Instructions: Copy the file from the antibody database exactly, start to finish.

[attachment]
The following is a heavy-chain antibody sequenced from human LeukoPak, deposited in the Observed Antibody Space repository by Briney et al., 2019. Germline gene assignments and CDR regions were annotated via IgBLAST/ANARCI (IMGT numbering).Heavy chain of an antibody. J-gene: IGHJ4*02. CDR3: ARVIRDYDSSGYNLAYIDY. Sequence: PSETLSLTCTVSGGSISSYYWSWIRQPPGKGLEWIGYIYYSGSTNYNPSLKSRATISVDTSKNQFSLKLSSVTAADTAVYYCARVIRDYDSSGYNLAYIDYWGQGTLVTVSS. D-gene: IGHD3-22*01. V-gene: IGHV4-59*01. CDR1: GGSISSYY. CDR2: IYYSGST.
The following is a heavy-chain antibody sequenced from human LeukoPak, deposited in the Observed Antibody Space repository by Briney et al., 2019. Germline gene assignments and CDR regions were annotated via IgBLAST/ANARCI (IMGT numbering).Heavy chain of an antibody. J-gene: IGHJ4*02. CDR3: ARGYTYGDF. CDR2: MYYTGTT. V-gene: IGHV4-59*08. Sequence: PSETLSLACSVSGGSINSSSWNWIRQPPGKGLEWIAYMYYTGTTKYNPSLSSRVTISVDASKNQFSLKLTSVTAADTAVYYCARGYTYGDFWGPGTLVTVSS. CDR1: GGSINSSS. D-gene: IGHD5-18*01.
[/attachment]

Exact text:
The following is a heavy-chain antibody sequenced from human LeukoPak, deposited in the Observed Antibody Space repository by Briney et al., 2019. Germline gene assignments and CDR regions were annotated via IgBLAST/ANARCI (IMGT numbering).Heavy chain of an antibody. J-gene: IGHJ4*02. CDR3: ARVIRDYDSSGYNLAYIDY. Sequence: PSETLSLTCTVSGGSISSYYWSWIRQPPGKGLEWIGYIYYSGSTNYNPSLKSRATISVDTSKNQFSLKLSSVTAADTAVYYCARVIRDYDSSGYNLAYIDYWGQGTLVTVSS. D-gene: IGHD3-22*01. V-gene: IGHV4-59*01. CDR1: GGSISSYY. CDR2: IYYSGST.
The following is a heavy-chain antibody sequenced from human LeukoPak, deposited in the Observed Antibody Space repository by Briney et al., 2019. Germline gene assignments and CDR regions were annotated via IgBLAST/ANARCI (IMGT numbering).Heavy chain of an antibody. J-gene: IGHJ4*02. CDR3: ARGYTYGDF. CDR2: MYYTGTT. V-gene: IGHV4-59*08. Sequence: PSETLSLACSVSGGSINSSSWNWIRQPPGKGLEWIAYMYYTGTTKYNPSLSSRVTISVDASKNQFSLKLTSVTAADTAVYYCARGYTYGDFWGPGTLVTVSS. CDR1: GGSINSSS. D-gene: IGHD5-18*01.